14-16 Sept. In Sickness, In Health

This week we discussed the many ways in which three female figures are associated with fertility, race, religion, gender, motherhood, marriage, nature / earth, more-than-human entities and environments: La Virgen de la Caridad del Cobre, Oshún, and Pachamana.

Today we wondered how these female figures represent not only icons to be adored from without, but how they may be or are, indeed, present in our surroundings, in our lives, even when we do not invoke them or name them. We also discuss how, in their being of love, they represent the matter of ancestry or precursors.

Write a blogpost in which you meditate on how reading, discussing, and learning about and from Cachita, Oshún, and Pachamana help you answer the questions a) where is the more-than-human in my life? and b) who are or where are my precursors? You do not have to answer these questions (life quests, after all), but write up a comment on how these readings and ideas we discussed this week help you seek some answers in thinking about those question.

Try to post your blog entry by Saturday at 8 PM. Happy dwelling, thinking, writing with these three fabulous womanly figures!

14 replies on “14-16 Sept. In Sickness, In Health”

The more-than-human in my life is found at the Chattahoochee River next to my house. The cool, flowing water rushing past my bare feet and the wind-carrying aroma of fresh algae brings to mind the fact that water is my life source. I cannot manufacture it, but it structures the fundamental make up of my being—it is a part of “Pachamama.” As I see the water flow, as it should, I am also reminded of the fact that this river is actual dammed by the Buford Dam; that which is more than human is constricted by structures very much human.

Despite the ideal of living in a more-than-human world, humans try to restrict that which is beyond-human. Rather than coeexist, they try to exploit and exercise power over the water, over the trees to which becomes lumber, over the soil which becomes foundations of cities. They often restrict that which sustains their very lives.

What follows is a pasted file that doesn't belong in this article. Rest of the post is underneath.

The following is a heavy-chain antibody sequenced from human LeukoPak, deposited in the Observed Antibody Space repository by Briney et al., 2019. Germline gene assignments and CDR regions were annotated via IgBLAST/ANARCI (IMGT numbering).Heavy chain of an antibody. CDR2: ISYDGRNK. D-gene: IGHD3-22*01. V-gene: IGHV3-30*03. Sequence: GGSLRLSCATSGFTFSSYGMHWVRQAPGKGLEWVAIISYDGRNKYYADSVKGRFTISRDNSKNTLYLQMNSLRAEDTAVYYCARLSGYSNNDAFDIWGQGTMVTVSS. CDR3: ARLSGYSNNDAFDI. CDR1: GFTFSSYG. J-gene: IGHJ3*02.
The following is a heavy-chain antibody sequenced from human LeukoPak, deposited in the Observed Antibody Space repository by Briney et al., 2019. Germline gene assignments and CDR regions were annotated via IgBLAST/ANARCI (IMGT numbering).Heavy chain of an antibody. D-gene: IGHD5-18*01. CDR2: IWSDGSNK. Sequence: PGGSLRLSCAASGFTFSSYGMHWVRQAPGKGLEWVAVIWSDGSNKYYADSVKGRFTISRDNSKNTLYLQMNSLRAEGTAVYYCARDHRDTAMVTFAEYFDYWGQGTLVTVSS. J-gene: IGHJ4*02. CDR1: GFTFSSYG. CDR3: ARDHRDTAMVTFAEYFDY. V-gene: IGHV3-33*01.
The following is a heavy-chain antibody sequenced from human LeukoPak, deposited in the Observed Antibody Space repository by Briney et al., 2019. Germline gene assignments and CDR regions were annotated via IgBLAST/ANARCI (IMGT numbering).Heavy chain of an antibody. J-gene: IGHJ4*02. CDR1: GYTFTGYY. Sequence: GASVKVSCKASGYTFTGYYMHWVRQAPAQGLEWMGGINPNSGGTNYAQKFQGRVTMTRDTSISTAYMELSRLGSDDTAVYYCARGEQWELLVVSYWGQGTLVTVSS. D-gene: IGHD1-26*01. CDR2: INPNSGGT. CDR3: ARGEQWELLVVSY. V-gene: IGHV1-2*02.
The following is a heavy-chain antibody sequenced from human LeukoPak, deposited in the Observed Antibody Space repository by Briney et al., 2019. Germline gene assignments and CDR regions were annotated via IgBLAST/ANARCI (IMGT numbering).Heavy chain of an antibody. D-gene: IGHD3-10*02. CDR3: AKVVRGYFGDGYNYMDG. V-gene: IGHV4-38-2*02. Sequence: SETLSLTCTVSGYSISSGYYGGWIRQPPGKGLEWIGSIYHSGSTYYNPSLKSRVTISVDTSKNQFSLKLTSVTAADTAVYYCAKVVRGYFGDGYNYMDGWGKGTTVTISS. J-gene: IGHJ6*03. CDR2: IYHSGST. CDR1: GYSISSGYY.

My precursors are (as far as I remember), Korean. My parents are the first to move to America. However, in the town of Suwanee where I live, for centuries, it was the land of large Shawnee, Cherokee, and Creek Native Americans. Suwanee is a Creek word for Shawnee or a word for “echo” (perhaps the name of our town now is a mere echo of the one that flourished before mine). After learning about the heritage and implications of Pachamama and La Cachita (La Caridad), I realized that it is important to remember the icons that shape a culture and the history of peoples because it brings awareness to the relationships at work in the present.

Cachita, Oshún, and Pachamama especially really caused me to think about where the more-than-human is in my life. Lately, as a result of everything, I feel as if I have been out of touch with nature. However, my safe place in nature is any mountain where I can sit to meditate on my life. Specifically, this mountain that overlooks a city view, allowing me to observe the hustle and bustle of daily life from the outside. Oftentimes, these moments of reflection help me gain purpose. In class, we discussed how this is exactly the effect of Pachamama. Pachamama is the pondering of one’s position in relation to nature.
Another manner in which I witness the more-than-human in my life is how I feel obliged to nature. This is responsibility in the sense that humans owe nature, essentially, the gift of life. Without its necessary resources such as oxygen, water, and rich soil to harvest food, humans would not be alive. Therefore, the more-than-human is manifested in the daily efforts to return only a small portion of what I have been gifted: whether it be cleaning nature or helping its preservation. Of course, there are a variety of ways to view the more-than-human in one’s life. However, I hope all people can one day learn to recognize it truthfully.
As far as my precursors, I have known for them to be from Spain. My great great grandfather was one of the men involved in settling the part of Mexico where my family is from. However, this also means that I have Indigenous roots from my great great grandmother. As far as I know, my origins should be from the Chichimeca Indians. Allegedly, Mexico keeps a record of all families within this book. One day, I would love to look at my ancestors through a written record.

The article by Radcliff on Pachamama depicted the symbolical connection of a female figure to transcend geopolitics and the protection of nonhuman agency. Pachamama evokes renewed spirituality to the people who want to relate harmoniously with the Earth and the land. She enables the mobilization of people to express reclamation of land and to continue learning from the land.